Edward T Hall has 3 or 4 books
            on the subject of cultural differences
            it was Ed who taught me how to be aware of differences
            he’s a great source for this kind of thing
            Marshall McLuhan is also, but he’s harder to comprehend
            although The Media is the Massage &
            War and Peace in the Global Village are more accessible

            Oh & BTW: McLuhan converted to Roman Catholicism as a young adult.

        • mannyfurious

          I agree with kowalityjesus. I would read the fuck out of such an essay.

          • BuzzCoastin

            thanks but I’m lazy, read Ed Hall’s work

            I tired to type out some observations, but I think Ed Hall & McLuhan did it better.

    • http://www.facebook.com/ryan.harsh.52 Ryan Harsh

      Thanks for the link mate

  • Nonject

    I liked where this started – acknowledging the contradictions of capitalism and the toll it’s taken on humanity – but I didn’t like where it ended – the idea of “conservatives” tending to their garden, as if the commons were their own. The real tragedy, maybe, is that not only are we in this predicament to begin with, but that we don’t seem to be creative enough to find new models of government and economy that will be simultaneously more eco-friendly, more humane, and adequately productive. Yes, liberal economics (my preferred term, being outside the US) has had some awful consequences. But state control is not necessarily the answer, and is a Pandora’s box of terrors all its own. I think it befits us not to forget the historic link between traditionalism and fascism, and I’ll leave it at that.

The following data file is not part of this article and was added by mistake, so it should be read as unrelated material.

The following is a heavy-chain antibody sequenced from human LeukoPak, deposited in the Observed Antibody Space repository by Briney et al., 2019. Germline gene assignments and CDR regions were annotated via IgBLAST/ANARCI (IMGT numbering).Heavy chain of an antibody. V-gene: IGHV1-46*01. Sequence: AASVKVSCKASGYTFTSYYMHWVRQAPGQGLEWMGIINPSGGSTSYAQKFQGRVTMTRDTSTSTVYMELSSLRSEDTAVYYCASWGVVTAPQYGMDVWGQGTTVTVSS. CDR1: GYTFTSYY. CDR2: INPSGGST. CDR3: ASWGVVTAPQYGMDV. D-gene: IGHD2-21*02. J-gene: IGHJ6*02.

• “Big” Richard Johnson

    Did the assholes pick a fight with the retards, or am I reading this situation incorrectly?

  • loveleon2008

    Buzz constin nice thought i really like you comment …..

  • loveleon2008

    Buzz constin nice thought i really like you comment …..

  • charlieprimero

    Jebus. Now the tards are using “family values” for Appeals to Emotion. What do I know. The Kommie Kiddies probably lap up this nonsense like sweetened milk.

    • Andrew

      Criticizing Appeals to Emotion with Ad Hominem and Appeals to Ridicule… Nice!

      • charlieprimero

        Thanks! I try.

  • Sam Renee

    Error 404 – Site not found

  • kowalityjesus